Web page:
Emily Briere,a senior majoring in mechanical engineering and the mission director for the Time Capsule to Mars (TC2M) project,and Jon Tidd,a graduate student and business team leader,announced Monday the launch of their online campaign to fund a $25 million satellite carrying a digital time capsule.
“We’re going to get a lot of selfies,a lot of weird selfies,” Briere said.
The team hopes to accomplish a series of firsts when its CubeSat the size of two cereal boxes launches in the next five years. It will be the first private mission to Mars,the first student-led interplanetary mission and the first interplanetary CubeSat mission. The satellite will move using new ion-electrospray propulsion that could cut down the Mars travel time to four months. NASA’s rovers took about eight months to reach Earth’s next-door planetary neighbor.
The team hopes the project will be the largest crowdfunded venture in history. For 99 cents,anyone can upload a 10 MB digital image to put on a quartz crystal storage device designed to survive the harsh Martian climate. In the next few months,people will also be able to purchase space for video,audio and text. With all the options,Tidd said he’s not sure what people will submit.
“It’s incredible what people can create,and so we didn’t want to constrain the creativity of people,” Tidd said. “So,I’m not sure what to expect. I’m just sure it’ll be creative and amazing.”
Tidd said companies will also sponsor uploads for people in developing countries and create Mars ambassadors to travel and take pictures to ensure the time capsule reflects a global presence.
Briere and Tidd work with industry professionals and teams of students from MIT,Stanford and the University of Connecticut to design,develop and fund the capsule. In May,TC2M became a project of Explore Mars,a non-profit created with a goal of sending people to Mars within the next two decades.
One of these student groups worked with Paulo Lozano,the director of MIT’s Space Propulsion Lab,to design the satellite. Lozano said that with advances in technology and greater interest in space exploration,students now have the ability to create something to put into space before they graduate.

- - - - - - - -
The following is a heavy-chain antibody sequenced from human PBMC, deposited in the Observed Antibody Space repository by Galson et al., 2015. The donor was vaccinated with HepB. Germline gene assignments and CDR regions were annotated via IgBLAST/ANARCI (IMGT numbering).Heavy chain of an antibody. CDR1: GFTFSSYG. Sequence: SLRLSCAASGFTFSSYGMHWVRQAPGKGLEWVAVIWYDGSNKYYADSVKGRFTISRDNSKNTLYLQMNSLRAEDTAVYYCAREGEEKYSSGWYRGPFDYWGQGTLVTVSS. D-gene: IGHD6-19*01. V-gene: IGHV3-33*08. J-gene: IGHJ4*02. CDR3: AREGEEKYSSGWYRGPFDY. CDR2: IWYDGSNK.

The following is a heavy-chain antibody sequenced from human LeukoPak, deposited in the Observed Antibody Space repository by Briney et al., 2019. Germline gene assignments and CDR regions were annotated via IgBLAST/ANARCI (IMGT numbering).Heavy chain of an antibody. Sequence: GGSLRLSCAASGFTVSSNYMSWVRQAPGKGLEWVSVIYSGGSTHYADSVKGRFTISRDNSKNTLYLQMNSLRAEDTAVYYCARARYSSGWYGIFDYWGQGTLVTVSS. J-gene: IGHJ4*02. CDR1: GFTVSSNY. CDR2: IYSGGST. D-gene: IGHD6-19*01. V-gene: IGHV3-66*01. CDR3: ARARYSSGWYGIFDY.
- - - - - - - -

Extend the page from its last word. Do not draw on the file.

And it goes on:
“Space is one of those things that every generation just dreams about,and I don’t think ours is any different from the previous generation,” Lozano said. “I would definitely say they have more tooth to actually pursue this dream.”
TC2M also provides an educational opportunity for K-12 classrooms,allowing students to upload and track their content in the hopes that it will encourage interest in science,technology,engineering and mathematics.
Charlie Precourt, a former astronaut who flew on four Space Shuttle missions and is general manager of ATK,a defense and aerospace contractor,said this project was an example of his Apollo-era generation handing the science of space exploration off to the next. On a personal note,he said he planned to participate by including pictures of his children and grandchildren on the mission.
“The inspiration in space exploration continues to raise the bar for the entire country,” Precourt said. “And,it’s so inspiring for me to see what I appreciated,and was able to enjoy as a kid growing up,is now coming again in the next generation.”
Reach Reporter Kate Winkle at [email protected] or 202-326-9865. SHFWire stories are free to any news organization that gives the reporter a byline and credits the SHFWire.